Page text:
Top 10 most read posts of the year

As the end of the year is approaching many news sites, radio stations and other media usually make lists to summarize the year in numbers. Following this tradition I would like to list the posts that were most read by our readers (according to Google Analytics). This is of course not entirely fair to the most recent posts written, since they had less time to become popular among readers, but I think it is a fun exercise nonetheless. So here we go:

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The Advent of Gender Neutral Insurance Premiums

The date is December 21, 2012 (or, for our Mayan readers, 13.0.0.0.0) and the apocalypse has not materialized (Hooray for Earth!). December 21 will, however, be remembered for another transformative event, at least in so far as the European insurance industry is concerned.

Today, the CJEU’s controversial ruling in Test Achats will enter into force, signifying that insurers can no longer take sex into account when calculating insurance premiums. Gender neutral or “unisex” pricing must now be implemented across the industry.

On March 1, 2011, the Grand Chamber ruled that a provision which enabled States to maintain sex-specific insurance premiums, notwithstanding the rule on unisex insurance and benefits laid down in Directive 2004/113, was incompatible with the principle of sex equality, enshrined in Articles 21 and 23 of the Charter. The Court took the unusual step of delaying the entry into force of the judgment until the expiry of an “appropriate transitional period”, allowing insurance companies time to adjust to the ruling.Continue reading

Commission withdraws request for an Opinion on ACTA

The European Commission has decided to withdraw its request for an Opinion of the CJEU on the compatibility of ACTA with EU law, and more specifically the EU Charter of fundamental rights (the decision was allegedly taken on Wednesday’s meeting of the Commission, although we are still waiting for an official press release). As I reported earlier, the admissibility of the request was doubtful in any case. Nonetheless, this is a nice Christmas present from the Commission to the CJEU, which will not have to deal with this political hot potato anymore. Too bad for the academic world I guess; I was quite curious what the CJEU would make of the request.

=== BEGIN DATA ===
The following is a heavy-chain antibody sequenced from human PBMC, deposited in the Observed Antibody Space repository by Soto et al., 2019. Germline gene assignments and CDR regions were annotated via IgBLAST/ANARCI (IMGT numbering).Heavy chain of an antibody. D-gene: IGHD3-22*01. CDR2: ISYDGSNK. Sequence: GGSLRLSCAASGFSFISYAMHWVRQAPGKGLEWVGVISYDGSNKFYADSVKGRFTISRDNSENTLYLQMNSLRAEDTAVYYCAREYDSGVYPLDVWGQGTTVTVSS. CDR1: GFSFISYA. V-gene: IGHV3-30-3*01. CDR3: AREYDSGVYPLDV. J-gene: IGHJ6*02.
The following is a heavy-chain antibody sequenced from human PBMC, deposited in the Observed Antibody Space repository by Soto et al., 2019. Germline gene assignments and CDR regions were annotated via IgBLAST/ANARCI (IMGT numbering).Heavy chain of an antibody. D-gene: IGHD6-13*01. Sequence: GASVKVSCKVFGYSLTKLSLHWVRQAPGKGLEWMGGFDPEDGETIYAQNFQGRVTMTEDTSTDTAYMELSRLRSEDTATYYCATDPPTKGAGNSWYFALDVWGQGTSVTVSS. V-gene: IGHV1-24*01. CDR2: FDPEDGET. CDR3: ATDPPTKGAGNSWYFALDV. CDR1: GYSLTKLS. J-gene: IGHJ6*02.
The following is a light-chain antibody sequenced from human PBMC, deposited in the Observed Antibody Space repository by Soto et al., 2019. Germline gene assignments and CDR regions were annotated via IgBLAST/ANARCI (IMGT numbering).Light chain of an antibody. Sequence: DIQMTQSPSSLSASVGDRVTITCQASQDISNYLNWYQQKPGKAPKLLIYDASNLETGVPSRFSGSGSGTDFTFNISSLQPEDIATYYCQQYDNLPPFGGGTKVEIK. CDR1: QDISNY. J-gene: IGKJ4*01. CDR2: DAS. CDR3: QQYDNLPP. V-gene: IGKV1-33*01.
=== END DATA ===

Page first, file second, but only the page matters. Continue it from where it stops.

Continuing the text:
The Commission’s double role in competition law enforcement: the Otis case

CC from http://www.esbnycleasing.com/gallery_12.phtmlOn November 6th, the Grand Chamber of the CJEU issued a ruling in Case C-199/11 (Europese Gemeenschap v Otis NV and Others). The case concerns the principle of effective judicial protection (laid down in Article 47 of EUCFR) and the private enforcement of competition law. The Brussels Commercial Court referred the issue for a preliminary ruling in the course of a dispute between Otis and the other businesses and the EU, represented by the Commission.

The main controversy in the case was whether the principle of effective judicial protection was adequately safeguarded. The Commission, in this case, played a double role: first as the public enforcer of the EU competition law, and second as the victim of the anticompetitive practices. This meant, in a nutshell, that the Commission was asking for damages in a private suit on the basis of its own previous findings of anticompetitive behavior.

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Luxemburgerli: Case C-566/10 P or The Hitchhiker’s Guide to the Galaxy is a source of EU law

luxemburgerli BildIn her opinion in the case C-566/10 P Commission/Italy Advocate General Kokott made an interesting point which inspired a new category of posts here at the blog: Luxemburgerli – that is, the lighter side of EU law. For the unfortunate readers who are not familiar with the real life Luxemburgerli, please go see here – or even better, try them if you get the opportunity. We hope to be able to entertain you from time to time with some snippets from Luxembourg on the amusing side of EU law.Continue reading

Pringle – the Unconstitutional Constitutional Amendment Conundrum

Is there such a thing as an unconstitutional constitutional amendment? And if so, does the judge have the power to declare that amendment unconstitutional?

The question seems nonsensical or paradoxical, “rather like asking whether the Bible can be unbiblical”. Yet, if it is primarily the preserve of constitutional theorists – think of the American debate about the constitutionality of a proposed flag-burning amendment – it is nevertheless an issue with practical implications, as witnessed in the recent Pringle case before the CJEU. Here, the Court was asked to assess the validity of a Treaty amendment by reference to the European Union’s (EU) own Treaties. The Court rejected the argument that it did not have jurisdiction and affirmed its power to review the validity of the amendment.Continue reading

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